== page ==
The ‘c’ in Czinger is silent. But the Czinger 21C is not. In fact, this car is making noise for all sorts of good reasons. A California-based startup, Czinger Vehicles is looking to revolutionise the car manufacturing process altogether.

As some have already pointed out, the car making process hasn’t evolved a whole lot since the days of the Ford Model T. There is an assembly line and various bits of the car are put together along the way, usually using lots of metals stamped into shape with moulds. However, the Czinger approach uses 3D printing, aka additive manufacturing, for many chunks of the chassis design. Combined with that is a setup of automated robotic arms taking up around 15×15 metres of space that can make upto 10,000 chassis units a year. You program it to make the car you want to, and if you want to reassign it, just load in the other design program. No need to muck about with different assembly lines. Just make sure you get your software right. The 21C is Czinger’s proof of concept.


While the main structural supports are still made of aluminium and titanium, the use of 3D printing allows for more complex designs that have been calculated to meet various stress and performance requirements while using the least amount of material necessary. As a result, you get very intricate designs that are often hollowed out which makes the final product lighter as well. Whatever doesn’t need to be metal is 3D printed carbon fibre for added lightness. It’s the art of coachbuilding in the digital century.



The 21C features a central seating design, i.e., the driver sits in the middle of the car. But unlike a McLaren, the Czinger hypercar takes inspiration from superbikes and places the passenger directly behind the driver. It makes sense as the brand’s founder Kevin Czinger is also a biking enthusiast. So, the 21C is designed to have the optimal driving feel and weight distribution. It’s cosy but it has an airy glass cabin for a spacious feeling. The driver is faced with a racing-style squared-off steering wheel with a digital instrument cluster while the car’s touchscreen infotainment system is towards the left, ergonomically positioned to be easy to use but not distractive. As per the Jack Rix walkthrough, the rear passenger’s legs are meant to go either side of the driver (like a bike) and can enter the cabin from either side.


In terms of exterior design, the Czinger 21C is quite sleek and narrow thanks to its unique seating layout. That means the flesh around the cabin is sculpted to be quite aerodynamic and slippery while the scoops and fins and wings give it the downforce to keep it planted at speed. With the track package, the 21C features an extended front splitter, wider side sills, a large rear wing and canards on the front wheel arches for around 790kg of downforce. Even in stock road variant, it is heavily aero-engineered for an exciting driving experience. With its dihedral doors open, you realise just how long each door is and how magnificent it looks in terms of design.


The Czinger approach to efficiency is carried forward in the powertrain of the 21C as well. No no, it’s not electric. It’s a hybrid. Behind the seats is one of the world’s most condensed performance engine package — a 2.88-litre, flat crank, twin-turbo V8 making 930hp that drives the rear wheels. On top of that, it has two electric motors on the front axle for AWD torque vectoring and a combined performance number of 1250hp. The engine is mated to a 7-speed sequential transaxle gearbox to bang through the gears. Each motor is powered by high-discharge 1kWh lithium-titanate batteries housed in its wide sills, a bit like the Nio EP9. By the way, Mr Czinger says that the engine hits peak 950hp at 11,000rpm so it’s going to sound amazing too. The whole powertrain is also built and designed in-house by Czinger.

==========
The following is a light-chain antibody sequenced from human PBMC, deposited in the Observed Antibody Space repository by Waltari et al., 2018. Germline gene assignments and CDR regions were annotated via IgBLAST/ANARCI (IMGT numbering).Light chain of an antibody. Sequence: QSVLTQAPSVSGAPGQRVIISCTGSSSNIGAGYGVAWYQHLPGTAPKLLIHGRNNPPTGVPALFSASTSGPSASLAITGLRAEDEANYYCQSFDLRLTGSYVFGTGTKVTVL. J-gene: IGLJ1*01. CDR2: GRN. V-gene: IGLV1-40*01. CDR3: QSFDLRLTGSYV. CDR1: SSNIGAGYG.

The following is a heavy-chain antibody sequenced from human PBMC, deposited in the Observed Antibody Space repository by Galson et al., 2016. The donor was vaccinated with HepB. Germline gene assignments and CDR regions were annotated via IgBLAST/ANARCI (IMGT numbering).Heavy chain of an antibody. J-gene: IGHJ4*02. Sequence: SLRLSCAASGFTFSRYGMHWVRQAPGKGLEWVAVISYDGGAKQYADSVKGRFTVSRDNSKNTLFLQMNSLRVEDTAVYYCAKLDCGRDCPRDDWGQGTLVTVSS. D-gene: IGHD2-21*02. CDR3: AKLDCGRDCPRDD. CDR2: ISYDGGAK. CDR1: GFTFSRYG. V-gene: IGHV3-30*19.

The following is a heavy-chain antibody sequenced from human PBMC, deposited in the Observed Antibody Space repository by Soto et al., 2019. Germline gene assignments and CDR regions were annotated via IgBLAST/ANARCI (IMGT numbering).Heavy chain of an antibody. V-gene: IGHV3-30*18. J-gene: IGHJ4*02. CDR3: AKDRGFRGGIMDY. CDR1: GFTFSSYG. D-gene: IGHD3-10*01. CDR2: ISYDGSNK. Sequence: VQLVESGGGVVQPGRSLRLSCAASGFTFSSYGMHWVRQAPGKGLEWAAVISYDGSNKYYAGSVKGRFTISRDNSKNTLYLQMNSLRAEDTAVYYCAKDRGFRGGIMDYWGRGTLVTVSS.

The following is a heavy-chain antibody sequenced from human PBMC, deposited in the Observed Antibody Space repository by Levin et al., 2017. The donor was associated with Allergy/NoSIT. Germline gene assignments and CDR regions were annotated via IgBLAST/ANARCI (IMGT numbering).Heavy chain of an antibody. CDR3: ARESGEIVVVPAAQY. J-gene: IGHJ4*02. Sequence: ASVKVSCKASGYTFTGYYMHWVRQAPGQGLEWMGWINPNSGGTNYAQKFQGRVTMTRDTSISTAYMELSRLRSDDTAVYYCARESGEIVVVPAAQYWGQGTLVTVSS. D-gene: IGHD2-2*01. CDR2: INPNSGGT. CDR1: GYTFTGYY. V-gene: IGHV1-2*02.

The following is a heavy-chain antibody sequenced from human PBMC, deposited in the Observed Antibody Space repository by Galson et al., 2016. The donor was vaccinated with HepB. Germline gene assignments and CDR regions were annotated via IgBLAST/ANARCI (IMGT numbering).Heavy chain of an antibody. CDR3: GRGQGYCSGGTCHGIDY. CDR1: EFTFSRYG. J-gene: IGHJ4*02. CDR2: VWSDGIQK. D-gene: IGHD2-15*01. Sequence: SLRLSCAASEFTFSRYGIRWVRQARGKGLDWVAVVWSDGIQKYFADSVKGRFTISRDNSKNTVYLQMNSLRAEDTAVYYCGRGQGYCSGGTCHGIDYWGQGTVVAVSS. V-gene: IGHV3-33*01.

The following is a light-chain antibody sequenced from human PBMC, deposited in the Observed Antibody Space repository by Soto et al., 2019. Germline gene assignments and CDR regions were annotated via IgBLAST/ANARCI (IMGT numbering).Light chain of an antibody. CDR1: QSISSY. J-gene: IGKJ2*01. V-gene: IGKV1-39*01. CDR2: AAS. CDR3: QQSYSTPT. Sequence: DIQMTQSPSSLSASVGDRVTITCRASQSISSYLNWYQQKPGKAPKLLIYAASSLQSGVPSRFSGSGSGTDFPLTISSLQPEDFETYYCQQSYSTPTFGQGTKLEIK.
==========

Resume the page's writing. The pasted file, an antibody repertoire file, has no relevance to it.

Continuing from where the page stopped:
Combining its extremely performance-dense powertrain with the lightweight design bringing its kerb weight to 1250kg, the Czinger 21C has a 1:1 power to weight ratio. As I said, the Czinger priority of efficiency is at the very core of the 21C. The balance gets skewed in favour of performance with the track pack that deletes the rear seat entirely to make the car even lighter with a kerb weight of 1218kg.


It’s not just a concept either, Czinger has been testing it quite extensively and has taken it around a few American racetracks too like Laguna Seca. In terms of straight-line acceleration, the 21C is extremely quick — 0 to 100kph in 1.9 seconds and a top speed of 432kph. Even more impressive are its acceleration and deceleration times: 0-300-0kph in 15 seconds and 0-400-0kph in just 29 seconds.


The 21C will be a rather exclusive offering too with an estimated production of 90 cars in total. The first batch will be taken up by 25 track cars, which can be certified for road use in the USA starting production in 2021. Those will be followed by 65 units of a homologated model that will be sold in global markets as well. The Czinger 21C has a starting price of USD 1.7 million before optional packages with a high degree of personalised customization. It just remains to be seen what the world’s luckiest car reviewers have to say about how it drives.


I’m excited to see if this revolutionary, 3D-printed American hypercar can hold its own amidst the likes of the Aston Martin Valkyrie, Mercedes-AMG One, Bugatti Chiron, Koenigseggs and Paganis. On paper, things are looking good for the Czinger 21C which will make its public debut on 3rd March at the Geneva Motor Show, so stay tuned and don’t forget to subscribe to The Auto Loons for more cool updates from the car world.

Explore the Czinger 21C in the gallery below and share your thoughts on it in the comment section.

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